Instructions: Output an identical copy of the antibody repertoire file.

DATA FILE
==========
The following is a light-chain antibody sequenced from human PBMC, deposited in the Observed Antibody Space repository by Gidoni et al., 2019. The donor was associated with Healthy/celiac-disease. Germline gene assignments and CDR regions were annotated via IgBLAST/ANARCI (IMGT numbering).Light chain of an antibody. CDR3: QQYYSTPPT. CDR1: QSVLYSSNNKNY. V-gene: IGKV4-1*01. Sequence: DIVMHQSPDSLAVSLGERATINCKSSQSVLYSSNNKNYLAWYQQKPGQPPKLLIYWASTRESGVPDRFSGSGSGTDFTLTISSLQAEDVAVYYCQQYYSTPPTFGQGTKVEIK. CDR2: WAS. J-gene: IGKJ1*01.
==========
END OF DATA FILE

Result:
The following is a light-chain antibody sequenced from human PBMC, deposited in the Observed Antibody Space repository by Gidoni et al., 2019. The donor was associated with Healthy/celiac-disease. Germline gene assignments and CDR regions were annotated via IgBLAST/ANARCI (IMGT numbering).Light chain of an antibody. CDR3: QQYYSTPPT. CDR1: QSVLYSSNNKNY. V-gene: IGKV4-1*01. Sequence: DIVMHQSPDSLAVSLGERATINCKSSQSVLYSSNNKNYLAWYQQKPGQPPKLLIYWASTRESGVPDRFSGSGSGTDFTLTISSLQAEDVAVYYCQQYYSTPPTFGQGTKVEIK. CDR2: WAS. J-gene: IGKJ1*01.